- This is from the cardiac fibres (postganglionic fibres)
from the superior, middle
and inferior cervical ganglia.
- Also, sympathetic innervation is from the thoracic cardiac nerves
from T1 to T4 segments of the spinal cord (preganglionic) and then via the sympathetic
- The pain sensory fibres probably pass back to the CNS
with the sympathetic fibres (T1 to T4).
- The efferent and afferent fibres (preganglionic) are from the cardiac
branches of the vagus nerve.
- Sensory receptors in the atria and ascending parts of the great vessels (baroreceptors)
send impulses via the vagus nerve to the brainstem.
- These nerves form several cardiac plexuses.
- The superficial cardiac plexus (ventral) lies below the arch of the aorta, anterior to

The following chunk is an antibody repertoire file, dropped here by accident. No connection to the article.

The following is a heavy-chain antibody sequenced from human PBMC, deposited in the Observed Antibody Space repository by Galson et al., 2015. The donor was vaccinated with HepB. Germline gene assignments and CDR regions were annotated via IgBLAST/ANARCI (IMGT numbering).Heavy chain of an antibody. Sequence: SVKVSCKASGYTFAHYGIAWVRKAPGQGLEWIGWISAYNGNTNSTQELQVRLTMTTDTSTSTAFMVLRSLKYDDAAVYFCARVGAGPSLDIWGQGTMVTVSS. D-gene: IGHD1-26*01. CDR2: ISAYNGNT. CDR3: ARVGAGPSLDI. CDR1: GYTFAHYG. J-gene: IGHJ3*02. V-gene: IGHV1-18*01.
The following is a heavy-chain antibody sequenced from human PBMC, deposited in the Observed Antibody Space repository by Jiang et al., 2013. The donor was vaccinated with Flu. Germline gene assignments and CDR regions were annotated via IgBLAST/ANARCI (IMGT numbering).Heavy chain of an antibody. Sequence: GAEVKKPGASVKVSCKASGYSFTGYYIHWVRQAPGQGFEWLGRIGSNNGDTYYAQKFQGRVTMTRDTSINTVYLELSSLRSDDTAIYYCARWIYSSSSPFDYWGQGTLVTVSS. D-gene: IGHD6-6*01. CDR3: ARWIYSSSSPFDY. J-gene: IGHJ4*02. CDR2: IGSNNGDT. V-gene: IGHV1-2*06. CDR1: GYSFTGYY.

the right pulmonary artery, and near the ligamentum
- The deep cardiac plexus (dorsal) lies at the back of the aorta, in front of the
- The left coronary plexus (accompanies the left coronary
artery) receives branches from the deep plexus and
supplies the left atrium and ventricle.
- The right coronary plexus (accompanies the right
coronary artery) receives branches from the superior and deep
plexuses and gives branches to the right atrium and ventricle.
Function of the
ANS supply to the Heart
Stimulation of the vagus nerve (parasympathetic) will:
- Slow the heart
- Reduce the blood pressure
- Constrict the coronary arteries
Stimulation of the sympathetic nerves (sympathetic)
- Raise the blood pressure
- Raise the heart rate
- Vasodilate the coronary arteries
- Increase the force and speed of contraction of cardiac muscle.